pot of red beans

I am torn between feeling like I need to buy all sorts of stuff to see us through the next ten months and wanting to take just the bare necessities. I try to find a balance by making lists, asking people questions, starting a pinterest board about Guatemala, and lots of good old-fashioned stewing, thinking, and waiting.

But I can’t wait forever. Five-and-a half weeks isn’t much time, you know.

On Saturday, in the midst of my knock-down-drag-out cold, we completed the preliminary packing. My husband drug all the boxes of clothes down from the attic and I went through every single one. (Except for a couple plastic bags because by that point I had fallen over on the bed, a roll of toilet paper clutched in my hand.) We put a bunch of clothes in the suitcases, but now I need to go back through and make them into outfits, discard random unnecessaries, and purchase necessary missing pieces.

As far as non-clothing items, I’ve already settled on twinkle lights, votive candles, and a couple low-light decorative lamps. Go ahead and laugh, all you minimalists, but I have my reasons. Where we are going, they get about five weeks of sunshine a year. (Maybe I should scrap the lights and take Prozac. It’d certainly take up less luggage space…) There’s a steady misty rain—called chipi-chipi—most of the time, and it’s cold-ish. Things don’t dry, they mold. Last night I started talking to my husband about installing a heater in the house.

Which brings me to another point: out house. Nothing is firmed up, of course, but it looks like we’ll be staying in a house that’s been vacant for the last six years. Which means that it’s been heavily vandalized. Also, the water line is broken and the power lines are down. I hear the hilltop house used to be quite cute, back in the day. I’m clinging to that bit of hope like my sanity depends upon it. (It may.)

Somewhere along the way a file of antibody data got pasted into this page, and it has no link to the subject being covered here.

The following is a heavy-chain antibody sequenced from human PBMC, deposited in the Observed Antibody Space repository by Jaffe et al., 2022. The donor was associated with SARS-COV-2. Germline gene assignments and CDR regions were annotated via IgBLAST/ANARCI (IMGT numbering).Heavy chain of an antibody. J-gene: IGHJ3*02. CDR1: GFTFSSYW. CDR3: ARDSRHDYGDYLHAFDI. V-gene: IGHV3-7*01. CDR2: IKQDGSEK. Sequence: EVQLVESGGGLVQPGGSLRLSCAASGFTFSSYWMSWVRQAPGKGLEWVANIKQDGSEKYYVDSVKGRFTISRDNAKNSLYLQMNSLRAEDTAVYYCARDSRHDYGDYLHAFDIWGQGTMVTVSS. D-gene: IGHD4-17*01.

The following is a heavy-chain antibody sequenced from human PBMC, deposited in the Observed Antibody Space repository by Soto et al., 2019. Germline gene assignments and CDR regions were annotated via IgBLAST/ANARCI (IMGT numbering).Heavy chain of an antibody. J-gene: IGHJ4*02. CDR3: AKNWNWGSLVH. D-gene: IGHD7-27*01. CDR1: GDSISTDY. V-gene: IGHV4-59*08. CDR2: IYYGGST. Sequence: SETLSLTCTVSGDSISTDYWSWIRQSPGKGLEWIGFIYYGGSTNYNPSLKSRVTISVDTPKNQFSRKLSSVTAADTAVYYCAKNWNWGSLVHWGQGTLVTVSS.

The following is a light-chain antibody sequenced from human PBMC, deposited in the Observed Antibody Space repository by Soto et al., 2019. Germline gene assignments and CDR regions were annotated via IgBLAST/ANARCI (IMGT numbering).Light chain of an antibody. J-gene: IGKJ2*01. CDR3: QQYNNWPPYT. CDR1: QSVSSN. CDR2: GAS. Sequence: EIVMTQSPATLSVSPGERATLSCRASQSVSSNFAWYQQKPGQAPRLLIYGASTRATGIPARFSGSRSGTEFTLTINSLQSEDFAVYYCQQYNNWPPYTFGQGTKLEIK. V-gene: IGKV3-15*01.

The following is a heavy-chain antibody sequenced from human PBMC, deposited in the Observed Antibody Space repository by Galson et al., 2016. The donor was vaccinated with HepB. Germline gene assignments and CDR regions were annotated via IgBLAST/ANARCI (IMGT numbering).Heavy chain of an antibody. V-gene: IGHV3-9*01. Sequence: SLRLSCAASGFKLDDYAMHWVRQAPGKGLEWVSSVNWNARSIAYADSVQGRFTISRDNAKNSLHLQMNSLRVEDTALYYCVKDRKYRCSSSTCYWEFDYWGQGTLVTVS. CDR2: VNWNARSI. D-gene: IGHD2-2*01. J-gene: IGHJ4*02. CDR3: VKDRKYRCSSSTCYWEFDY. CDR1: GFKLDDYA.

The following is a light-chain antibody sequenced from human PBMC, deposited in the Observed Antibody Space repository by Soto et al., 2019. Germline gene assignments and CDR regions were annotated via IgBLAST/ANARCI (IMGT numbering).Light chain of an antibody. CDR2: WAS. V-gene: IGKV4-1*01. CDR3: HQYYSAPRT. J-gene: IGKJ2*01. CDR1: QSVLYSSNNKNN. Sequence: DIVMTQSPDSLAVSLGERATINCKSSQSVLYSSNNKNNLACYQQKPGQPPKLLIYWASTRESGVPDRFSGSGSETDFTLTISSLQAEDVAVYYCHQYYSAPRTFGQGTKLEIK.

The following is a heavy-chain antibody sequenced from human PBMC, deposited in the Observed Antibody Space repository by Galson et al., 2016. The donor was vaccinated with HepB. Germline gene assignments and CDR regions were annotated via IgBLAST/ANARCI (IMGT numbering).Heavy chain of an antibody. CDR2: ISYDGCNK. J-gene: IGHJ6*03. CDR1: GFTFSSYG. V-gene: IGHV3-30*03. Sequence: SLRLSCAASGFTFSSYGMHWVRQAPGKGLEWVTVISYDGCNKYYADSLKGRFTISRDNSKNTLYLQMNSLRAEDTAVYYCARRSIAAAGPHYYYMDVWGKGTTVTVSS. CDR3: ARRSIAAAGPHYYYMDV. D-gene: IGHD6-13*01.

So in other words, we have no idea what our new house will be like. We don’t know what we’ll wish we had until we’re there and don’t have it. Which kind of stinks.

On the other hand, it’s only nine months. I can do anything for nine months. (At least that’s what I keep telling myself.)


My younger daughter is supremely anxious about going to Guatemala. She’s worried about earthquakes and airplane rides and vaccines. Hopefully we’ll evade the former, but the latter two are inevitable, I’m afraid.

Today when we were running errands, I had the radio set to NPR when Fresh Air came on. Five minutes into the show I realized what I was listening to: plane crash footage from the movie “Flight,” oh my word. I immediately turned the radio off. My daughter piped up, her voice tense, “What was that about? Why did you turn it off? Why didn’t you want us to listen to it?”

Our agency has requested that we get the kids’ blood types. This requires a stick-in-the-vein blood draw. My already maxed-out daughter is doctor phobic; this would not go over well and that is an understatement. In mounting desperation, I called every medical establishment I could think of to see if they by any chance, ohpleaseohpleaseohplease, had her blood type on record. I called the hospital, the blood bank, and medical records, as well as her allergist and my midwife. Nothing.

Then someone told me about do-it-yourself blood type tests which require just a finger prick, no blood draw, and now I have four kits in my amazon shopping cart, oh happy day. (Though my daughter won’t think it’s a happy day when I tell her that we’re doing a science project that involves needles and her fingers, but oh well. I’d prefer to sit on her at home than in some strange doctor’s office.)

Do you have any advice on how to relieve a child’s anxiety? Besides, of course, the obvious, like not listening to horrific plane crashes on the radio.


I wrote about beans for my last newspaper column. Because really, what else is there to write about when we’re headed to The Bean Capital of the World? (Corn, I suppose. I could write that. But I’ve never learned to make proper corn tortillas by hand. Maybe I’ll figure it out this time.)